Travel Trailers, once a big part of American family vacations, have been all but forgotten by a world of weekend getaways, packaged vacations and rides on luxury cruise ships. In the past, travel trailers have been most commonly found parked on back lots or on their way to a land fill. Now, a renaissance of sorts is going on as travel rediscovers the value of bringing a place to stay along for the ride.
Rescued from curb sides and junkyards, castaway classic campers are getting a new life in Glenwood Springs, Colorado where Richard and Vicky Nash restore 1960s vintage travel trailers. A recent addition to their collection, a fully rebuilt 13-foot 1962 Shasta Airflyte was bought for $100. Doing the work themselves, nine months later, the couple had a mobile hotel that costs little to maintain.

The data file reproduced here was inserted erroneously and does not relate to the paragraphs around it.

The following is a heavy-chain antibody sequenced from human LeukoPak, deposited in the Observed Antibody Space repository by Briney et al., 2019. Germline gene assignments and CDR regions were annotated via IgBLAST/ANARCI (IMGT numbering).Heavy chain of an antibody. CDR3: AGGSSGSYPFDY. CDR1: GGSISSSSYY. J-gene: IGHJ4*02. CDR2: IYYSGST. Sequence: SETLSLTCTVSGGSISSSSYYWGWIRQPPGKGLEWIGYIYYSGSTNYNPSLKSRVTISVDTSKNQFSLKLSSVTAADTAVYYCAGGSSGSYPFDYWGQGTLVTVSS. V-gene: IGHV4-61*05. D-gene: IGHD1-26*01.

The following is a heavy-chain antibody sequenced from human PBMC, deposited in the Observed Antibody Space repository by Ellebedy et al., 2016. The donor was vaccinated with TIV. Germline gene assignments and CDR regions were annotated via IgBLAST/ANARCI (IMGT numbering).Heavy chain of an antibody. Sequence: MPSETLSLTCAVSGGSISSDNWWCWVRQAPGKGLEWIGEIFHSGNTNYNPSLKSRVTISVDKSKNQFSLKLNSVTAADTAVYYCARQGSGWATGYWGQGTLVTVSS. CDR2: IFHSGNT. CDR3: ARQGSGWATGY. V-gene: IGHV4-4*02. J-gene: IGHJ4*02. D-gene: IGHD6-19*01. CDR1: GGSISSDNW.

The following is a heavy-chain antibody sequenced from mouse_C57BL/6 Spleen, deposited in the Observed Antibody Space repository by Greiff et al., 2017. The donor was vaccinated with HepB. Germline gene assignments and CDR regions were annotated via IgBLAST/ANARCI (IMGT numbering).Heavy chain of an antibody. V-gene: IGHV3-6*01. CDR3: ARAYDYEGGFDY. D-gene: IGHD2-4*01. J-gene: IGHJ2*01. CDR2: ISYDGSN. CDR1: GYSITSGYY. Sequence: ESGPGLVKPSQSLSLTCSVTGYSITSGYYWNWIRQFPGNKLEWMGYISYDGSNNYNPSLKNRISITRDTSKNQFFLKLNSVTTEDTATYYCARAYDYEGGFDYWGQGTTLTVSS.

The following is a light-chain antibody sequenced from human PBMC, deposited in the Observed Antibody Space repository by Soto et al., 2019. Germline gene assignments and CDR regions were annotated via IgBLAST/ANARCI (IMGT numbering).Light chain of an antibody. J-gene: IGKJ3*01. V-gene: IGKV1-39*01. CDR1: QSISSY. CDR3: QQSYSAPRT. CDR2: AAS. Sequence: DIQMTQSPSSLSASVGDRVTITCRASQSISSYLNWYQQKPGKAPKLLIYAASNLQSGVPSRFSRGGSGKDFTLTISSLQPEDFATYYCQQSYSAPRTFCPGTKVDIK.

“When we drive around with the 1962 Shasta, people smile and give us the ‘thumbs up’ signal all the time. Everyone wants to know what year it is and what it looks like inside,” says Richard.
Its not just them either, on Tricked Out Trailers, an episode of the Travel Channel’s popular Ultimate Travel Series, travel trailers include everything from a double-decker mansion on wheels to a bulletproof trailer built for the ultimate globetrotter.
Flickr photo by terrybone